But still you must struggle. He died in captivity, but the profits of that struggle and others like it are ours, even when the object of our struggle, as is so often true, escapes our grasp. I now know that within this edict lay the key to all living. None of us were promised to end the fight on our feet, fists raised to the sky. Sometimes you just caught a bad one. But whether you fought or ran, you did it together, because that is the part that was in our control.
What we must never do is willingly hand over our own bodies or the bodies of our friends. That was the wisdom: We knew we did not lay down the direction of the street, but despite that, we could—and must—fashion the way of our walk. And that is the deeper meaning of your name—that the struggle, in and of itself, has meaning. That wisdom is not unique to our people, but I think it has special meaning to those of us born out of mass rape, whose ancestors were carried off and divided up into policies and stocks.
I have raised you to respect every human being as singular, and you must extend that same respect into the past. Slavery is not an indefinable mass of flesh. It is a particular, specific enslaved woman, whose mind is as active as your own, whose range of feeling is as vast as your own; who prefers the way the light falls in one particular spot in the woods, who enjoys fishing where the water eddies in a nearby stream, who loves her mother in her own complicated way, thinks her sister talks too loud, has a favorite cousin, a favorite season, who excels at dressmaking and knows, inside herself, that she is as intelligent and capable as anyone.
She can hope for more. She can imagine some future for her grandchildren. But when she dies, the world—which is really the only world she can ever know—ends. For this woman, enslavement is not a parable. It is damnation. It is the never-ending night. And the length of that night is most of our history.
Never forget that we were enslaved in this country longer than we have been free. Never forget that for years black people were born into chains—whole generations followed by more generations who knew nothing but chains. You must struggle to truly remember this past. You must resist the common urge toward the comforting narrative of divine law, toward fairy tales that imply some irrepressible justice. The enslaved were not bricks in your road, and their lives were not chapters in your redemptive history.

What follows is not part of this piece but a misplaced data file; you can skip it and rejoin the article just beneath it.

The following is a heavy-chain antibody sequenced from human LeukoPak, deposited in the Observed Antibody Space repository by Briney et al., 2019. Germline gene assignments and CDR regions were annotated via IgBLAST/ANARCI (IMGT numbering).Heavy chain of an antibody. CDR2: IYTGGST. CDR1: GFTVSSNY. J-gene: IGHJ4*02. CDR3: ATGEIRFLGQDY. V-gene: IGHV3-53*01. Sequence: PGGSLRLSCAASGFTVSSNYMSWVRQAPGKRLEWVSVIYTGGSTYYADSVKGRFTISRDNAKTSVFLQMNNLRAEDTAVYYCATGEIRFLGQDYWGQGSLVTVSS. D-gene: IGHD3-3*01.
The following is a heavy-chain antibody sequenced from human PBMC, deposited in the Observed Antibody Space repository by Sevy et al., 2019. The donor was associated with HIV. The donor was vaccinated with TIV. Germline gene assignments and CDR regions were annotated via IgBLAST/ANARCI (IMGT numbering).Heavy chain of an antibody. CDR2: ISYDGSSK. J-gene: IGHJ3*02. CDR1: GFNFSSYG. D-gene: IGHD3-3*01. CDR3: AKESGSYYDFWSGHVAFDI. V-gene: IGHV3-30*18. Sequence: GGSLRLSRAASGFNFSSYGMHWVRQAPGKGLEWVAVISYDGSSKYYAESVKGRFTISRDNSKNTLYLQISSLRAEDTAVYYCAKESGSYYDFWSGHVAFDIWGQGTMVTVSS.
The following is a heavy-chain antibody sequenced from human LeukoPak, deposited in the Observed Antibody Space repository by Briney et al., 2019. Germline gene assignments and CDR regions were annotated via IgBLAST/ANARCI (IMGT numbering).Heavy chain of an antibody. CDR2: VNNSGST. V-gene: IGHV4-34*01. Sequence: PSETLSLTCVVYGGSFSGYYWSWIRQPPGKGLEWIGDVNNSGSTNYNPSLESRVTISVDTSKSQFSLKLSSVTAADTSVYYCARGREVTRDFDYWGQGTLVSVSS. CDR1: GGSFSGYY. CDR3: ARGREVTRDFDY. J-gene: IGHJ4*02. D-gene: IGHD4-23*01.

They were people turned to fuel for the American machine. Enslavement was not destined to end, and it is wrong to claim our present circumstance—no matter how improved—as the redemption for the lives of people who never asked for the posthumous, untouchable glory of dying for their children. Our triumphs can never redeem this. Perhaps our triumphs are not even the point. Perhaps struggle is all we have. So you must wake up every morning knowing that no natural promise is unbreakable, least of all the promise of waking up at all.
This is not despair. These are the preferences of the universe itself: verbs over nouns, actions over states, struggle over hope. The birth of a better world is not ultimately up to you, though I know, each day, there are grown men and women who tell you otherwise. I am not a cynic. I love you, and I love the world, and I love it more with every new inch I discover. But you are a black boy, and you must be responsible for your body in a way that other boys cannot know.
Indeed, you must be responsible for the worst actions of other black bodies, which, somehow, will always be assigned to you. And you must be responsible for the bodies of the powerful—the policeman who cracks you with a nightstick will quickly find his excuse in your furtive movements. You have to make your peace with the chaos, but you cannot lie. You cannot forget how much they took from us and how they transfigured our very bodies into sugar, tobacco, cotton, and gold. You were almost 5 years old. The theater was crowded, and when we came out we rode a set of escalators down to the ground floor.
As we came off, you were moving at the dawdling speed of a small child. There was the reaction of any parent when a stranger puts a hand on the body of their child. And there was my own insecurity in my ability to protect your black body. And more: There was my sense that this woman was pulling rank.
I knew, for instance, that she would not have pushed a black child out on my part of Flatbush, because she would be afraid there and would sense, if not know, that there would be a penalty for such an action. But I was not out on my part of Flatbush. And I was not in West Baltimore. I forgot all of that. I was only aware that someone had invoked their right over the body of my son.
I turned and spoke to this woman, and my words were hot with all of the moment and all of my history. She shrank back, shocked. A white man standing nearby spoke up in her defense. I experienced this as his attempt to rescue the damsel from the beast. He had made no such attempt on behalf of my son. And he was now supported by other white people in the assembling crowd. The man came closer. He grew louder. I pushed him away. I told him this, and the desire to do much more was hot in my throat. This desire was only controllable because I remembered someone standing off to the side there, bearing witness to more fury than he had ever seen from me—you.